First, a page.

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Friday, March 9, 2012

Number 47: ICHI Sushi's Tai Nigiri

Posted By on Fri, Mar 9, 2012 at 4:20 PM

click to enlarge ICHI Sushi's tai nigiri with yuzu kosho, $5.75. - GIL RIEGO JR./GIL PHOTOGRAPHY
  • Gil Riego Jr./Gil Photography
  • ICHI Sushi's tai nigiri with yuzu kosho, $5.75.

SFoodie's countdown of our favorite 50 things to eat and drink, 2012 edition


click to enlarge SFoodie_50_2012_logo_thumb_200x200.jpg

No one -- certainly not in San Francisco, possibly in the country -- is making sushi quite like Tim Archuleta at ICHI Sushi. For the past two decades, the American approach to sushi has been moreish -- rolls with more fish, more flavors, more cute gimmicks, seemingly to trick the public out of remember they're eating raw flesh. But Archuleta and his staff do their best work with nigiri, incorporating elements of modernist cuisine in the subtlest of ways. 


Their fluke marinated in kombu is vacuum-wrapped to speed up the process, for instance. The glazes they brush onto the fish are mixed with Ultra-Sperse and xantham gum, hydrocolloids that help give the sauce some viscosity. "It sits up on the nigiri itself and perfectly seasons it rather than dripping off and soaking into the rice," sous-chef Jake Whitlock explains.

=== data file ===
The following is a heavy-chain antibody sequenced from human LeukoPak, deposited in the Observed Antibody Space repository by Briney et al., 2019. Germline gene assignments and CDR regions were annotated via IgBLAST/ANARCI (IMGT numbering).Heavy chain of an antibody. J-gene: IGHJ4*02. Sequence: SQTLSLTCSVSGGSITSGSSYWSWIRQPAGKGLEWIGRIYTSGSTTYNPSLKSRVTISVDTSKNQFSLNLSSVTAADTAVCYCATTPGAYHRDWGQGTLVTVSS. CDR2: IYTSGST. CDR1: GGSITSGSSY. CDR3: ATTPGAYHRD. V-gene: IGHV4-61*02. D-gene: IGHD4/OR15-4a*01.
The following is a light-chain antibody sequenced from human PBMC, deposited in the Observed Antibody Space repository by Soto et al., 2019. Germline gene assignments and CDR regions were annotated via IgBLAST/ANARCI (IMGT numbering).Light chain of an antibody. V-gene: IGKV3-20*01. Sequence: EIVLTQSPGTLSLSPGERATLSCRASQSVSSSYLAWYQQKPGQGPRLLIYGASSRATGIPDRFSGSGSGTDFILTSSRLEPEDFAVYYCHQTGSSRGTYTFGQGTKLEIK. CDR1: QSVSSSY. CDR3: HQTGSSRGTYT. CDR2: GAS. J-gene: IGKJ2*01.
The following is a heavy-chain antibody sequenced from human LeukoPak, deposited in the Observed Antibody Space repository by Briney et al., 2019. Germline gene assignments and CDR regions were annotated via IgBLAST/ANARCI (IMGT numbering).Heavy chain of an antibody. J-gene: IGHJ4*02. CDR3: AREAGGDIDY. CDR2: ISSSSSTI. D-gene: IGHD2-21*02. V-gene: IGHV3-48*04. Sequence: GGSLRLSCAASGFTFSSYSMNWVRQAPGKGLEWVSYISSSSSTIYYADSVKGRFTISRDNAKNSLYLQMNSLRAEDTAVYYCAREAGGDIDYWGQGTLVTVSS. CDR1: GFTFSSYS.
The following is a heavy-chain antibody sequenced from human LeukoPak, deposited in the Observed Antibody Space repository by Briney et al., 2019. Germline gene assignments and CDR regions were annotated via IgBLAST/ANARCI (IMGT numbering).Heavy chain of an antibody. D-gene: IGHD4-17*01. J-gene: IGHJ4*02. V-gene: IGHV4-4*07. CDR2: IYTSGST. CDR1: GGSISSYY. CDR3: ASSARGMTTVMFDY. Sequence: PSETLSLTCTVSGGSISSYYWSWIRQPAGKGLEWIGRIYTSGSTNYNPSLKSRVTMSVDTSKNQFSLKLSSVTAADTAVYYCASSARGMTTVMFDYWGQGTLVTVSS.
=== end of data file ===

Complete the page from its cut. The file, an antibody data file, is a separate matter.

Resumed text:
With one of SFoodie's favorite nigiri at ICHI -- the tai or sea bream -- Archuleta takes another approach, layering on flavors, though not in a maximalist Philly-Cheesesteak-49er-Roll way. He lays a slip of shiso leaf onto the capsule of rice, then a transparent slice of tai, or sea bream. The fish is brushed with kabosu juice -- a grapefruit-like relative of yuzu -- then sprinkled with green tea salt and dabbed with a little yuzukosho, a blend of salted yuzu rind and green chiles. 


Pop the nigiri in your mouth and the yuzukosho hits, with its weird, vegetal bite, followed by the shiso's clean notes of almond, cinnamon, and mint. The salt and bitter herbaceousness of the tea lurk around the edges, wraith-like, and when all those fade back, the faint seafoam scent of the fish wafts through. It's both whacked-out and traditional, this nigiri, and so layered you have to sit and think about it for a few minutes after it's gone. Until Archuleta or one of his assistants hand another couple nigiri over the bar, and you have a new subject to contemplate.

ICHI Sushi: 3369 Mission (at Godeus), 525-4570, www.ichisushi.com.

Other favorites in this series: 

48: Fish with explosive chiles from Spices! 
49: Baker & Banker Bakery's blueberry cream cheese muffin
50: Kufta tajine from Cafe Zitouna

Follow us on Twitter: @sfoodieand like us on Facebook.
Follow me at @JonKauffman.

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Jonathan Kauffman

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